Things were just lovely for the first while, and then we heard our 3-month old daughter crying continually for a few minutes. Finally Kaitlyn got up to go and get her, but as these things go, the girl quieted down at that very moment and my wife stood listening just outside the door and then we looked at each other and shrugged and she came back to sit down. About 37 seconds later our daughter was screaming again and Kaitlyn went to get her.

Sit. Rep.: Extraction successful, but child #2 still fully awake and witnessed the entire scene. Given the child’s current mental capacity for comprehension, logical inference, and imitation, we have only a few minutes before child #2 attempts a re-negotiation of bedtime terms.

We resumed watching the show and then about ten minutes later we heard the kids’ bedroom door open. I got up quickly to intercept child #2 before he could come out and decide for sure that he was going to join us, but as I thought about how ridiculous this date was already, I decided to throw in the towel and bring him out with us too, to watch the last few minutes of the show.

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We all had a good laugh and then after a while we chucked those kids back into bed. That’s when we shut off the TV and really started talking. What a thing. It really is remarkable how long the substance of life and relationships can be kept beneath the surface by the tag-team of responsibilities and distractions. Run around for most of the day caring for two kids with runny noses and dirty diapers and empty stomachs and then when the few spare moments come you turn to a book or a computer or a TV show to relax and before you know it it’s 11:30pm and the whole thing is slated to start again in less time than it takes to be rested enough to face it all. It’s enough to leave you out of breath and begging for more punctuation.

So that’s why it was remarkable to have long uninterrupted conversation with my wife on the couch. We talked about life, our goals for this coming year, and our feelings about where we’re at as a couple and as a family. We talked about faith and our relationships with God, the striking difference between the palpable intimacy we felt after our conversions and now. It was good, very good.

And then Kaitlyn said that she had read something yesterday on facebook that had been oppressing her ever since, and as she said this, tears came to her eyes. It was a quote from that venerable 19th century theologian, J.C. Ryle, that I had also read. It is basically a clarion call to fight against any spiritual apathy. It is an excellent quote from an excellent teacher and preacher of the Bible, but – and this is where I’ve been going with all of this – in my wife’s case it was being used to beat her down and condemn her. Here’s a woman who sacrificially loves and serves her children and husband from dawn til dusk and has a profound love for God and the Bible, but who is also seriously sleep-deprived, prone to processing things emotionally, has a tender conscience, and is still recovering from a severe burnout in ministry. All that to say, she is ripe for discouragement.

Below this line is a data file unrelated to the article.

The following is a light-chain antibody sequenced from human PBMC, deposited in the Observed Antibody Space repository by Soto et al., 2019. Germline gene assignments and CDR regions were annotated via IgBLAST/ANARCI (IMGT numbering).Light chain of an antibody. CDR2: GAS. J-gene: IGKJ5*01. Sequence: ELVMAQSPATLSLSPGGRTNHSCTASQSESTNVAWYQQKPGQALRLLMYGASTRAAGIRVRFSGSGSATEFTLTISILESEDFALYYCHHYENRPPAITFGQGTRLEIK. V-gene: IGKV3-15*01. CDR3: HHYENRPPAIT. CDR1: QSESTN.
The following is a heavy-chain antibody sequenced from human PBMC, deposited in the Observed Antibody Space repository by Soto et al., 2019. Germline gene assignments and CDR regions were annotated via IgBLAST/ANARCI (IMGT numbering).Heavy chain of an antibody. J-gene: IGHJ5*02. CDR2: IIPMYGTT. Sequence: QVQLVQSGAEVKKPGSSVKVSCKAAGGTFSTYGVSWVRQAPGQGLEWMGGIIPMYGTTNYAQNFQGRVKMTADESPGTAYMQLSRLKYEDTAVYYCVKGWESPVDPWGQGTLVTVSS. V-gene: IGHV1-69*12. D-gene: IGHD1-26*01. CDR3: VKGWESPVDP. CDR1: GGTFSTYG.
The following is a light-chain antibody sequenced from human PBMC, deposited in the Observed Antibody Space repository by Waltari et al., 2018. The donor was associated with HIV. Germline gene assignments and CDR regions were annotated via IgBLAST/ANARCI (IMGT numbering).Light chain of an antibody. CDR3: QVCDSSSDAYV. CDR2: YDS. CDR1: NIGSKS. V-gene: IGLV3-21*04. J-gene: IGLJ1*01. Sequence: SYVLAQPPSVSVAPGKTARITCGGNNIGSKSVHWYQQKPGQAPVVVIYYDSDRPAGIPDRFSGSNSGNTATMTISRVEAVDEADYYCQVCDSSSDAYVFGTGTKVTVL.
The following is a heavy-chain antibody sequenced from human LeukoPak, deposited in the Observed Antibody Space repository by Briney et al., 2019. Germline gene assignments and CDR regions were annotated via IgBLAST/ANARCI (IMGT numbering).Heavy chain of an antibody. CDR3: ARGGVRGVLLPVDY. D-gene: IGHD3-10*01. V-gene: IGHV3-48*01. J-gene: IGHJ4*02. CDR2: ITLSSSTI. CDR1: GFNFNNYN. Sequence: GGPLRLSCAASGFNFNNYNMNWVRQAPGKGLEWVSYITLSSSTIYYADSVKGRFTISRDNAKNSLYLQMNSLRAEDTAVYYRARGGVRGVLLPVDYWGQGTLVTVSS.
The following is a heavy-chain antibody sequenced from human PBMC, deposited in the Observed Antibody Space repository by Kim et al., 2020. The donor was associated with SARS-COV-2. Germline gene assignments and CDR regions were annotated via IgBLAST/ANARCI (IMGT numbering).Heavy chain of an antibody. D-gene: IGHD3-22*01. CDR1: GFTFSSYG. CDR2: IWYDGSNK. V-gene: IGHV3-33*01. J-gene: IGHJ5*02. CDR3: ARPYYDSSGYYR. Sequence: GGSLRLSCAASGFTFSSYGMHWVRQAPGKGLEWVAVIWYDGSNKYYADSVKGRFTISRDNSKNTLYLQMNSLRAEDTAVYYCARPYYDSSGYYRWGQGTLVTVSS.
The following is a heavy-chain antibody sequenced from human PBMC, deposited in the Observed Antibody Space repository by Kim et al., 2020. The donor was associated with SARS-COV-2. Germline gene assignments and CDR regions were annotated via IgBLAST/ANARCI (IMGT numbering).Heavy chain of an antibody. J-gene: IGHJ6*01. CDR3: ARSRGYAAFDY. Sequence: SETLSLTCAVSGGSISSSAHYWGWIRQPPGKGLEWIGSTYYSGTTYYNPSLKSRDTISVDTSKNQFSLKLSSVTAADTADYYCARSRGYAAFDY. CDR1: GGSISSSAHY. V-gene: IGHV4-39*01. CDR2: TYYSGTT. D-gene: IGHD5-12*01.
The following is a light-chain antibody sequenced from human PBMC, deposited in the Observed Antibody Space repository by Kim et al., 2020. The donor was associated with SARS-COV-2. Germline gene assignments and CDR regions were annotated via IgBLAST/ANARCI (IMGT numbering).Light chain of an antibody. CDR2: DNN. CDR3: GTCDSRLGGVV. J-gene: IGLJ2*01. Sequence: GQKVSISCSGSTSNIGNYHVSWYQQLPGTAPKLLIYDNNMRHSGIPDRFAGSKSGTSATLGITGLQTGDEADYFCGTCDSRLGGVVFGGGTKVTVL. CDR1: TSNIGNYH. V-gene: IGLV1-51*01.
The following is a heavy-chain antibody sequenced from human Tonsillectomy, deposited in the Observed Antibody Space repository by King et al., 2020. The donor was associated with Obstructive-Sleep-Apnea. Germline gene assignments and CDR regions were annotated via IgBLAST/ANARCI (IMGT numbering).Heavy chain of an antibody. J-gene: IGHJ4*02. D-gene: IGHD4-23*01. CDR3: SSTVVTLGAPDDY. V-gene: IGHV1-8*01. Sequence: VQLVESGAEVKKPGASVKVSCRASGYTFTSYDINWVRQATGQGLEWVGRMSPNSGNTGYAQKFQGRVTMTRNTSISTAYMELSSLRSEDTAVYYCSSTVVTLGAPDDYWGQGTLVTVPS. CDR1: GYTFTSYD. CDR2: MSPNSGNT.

She shared with me that she had recently been enjoying a measure of peace, learning to rest in God’s grace, and that through this quote she felt she was being told that all that peace and grace she was enjoying was not rightfully hers because she wasn’t fighting enough. But as she told me this, she also realized that the voice was one of condemnation, not loving conviction. It was life-robbing accusation, not life-giving correction. And with that distinction clearly made, the source of it all was evident.

When I first became a believer, I devoured books, articles, and sermons like a Grizzly bear with a glandular problem devours salmon; or, apparently, like I devour White Cheddar Quaker Crispy Rice Cakes when I’m writing a blog post at midnight. I just could not get enough, and the more intense the better. My kindred spirit during this time was my cousin Joel, and we were always on the hunt for the next hammer-dropping, pride-shattering sermon to rock our worlds. After a while we came to see that there was an imbalance in our pursuit. He put a name to it and called it an addiction to conviction.

It was a pathology born out of a personal zeal for growth and a love for good teaching, especially reformed teaching which places a heavy emphasis on the holiness of God and conviction of sin (and rightly so, I might add, for these are the necessary preconditions for spiritual renewal). At that point in my life, one of the main ways that I felt assured of God’s working in me was when I felt convicted, guilty, and humbled. The problem was that I was exposing myself to so much conviction-inducing teaching that it was really impossible to even begin to process all of that truth, internalize it, and make the necessary course corrections in my heart and life. Make no mistake, that is hard work.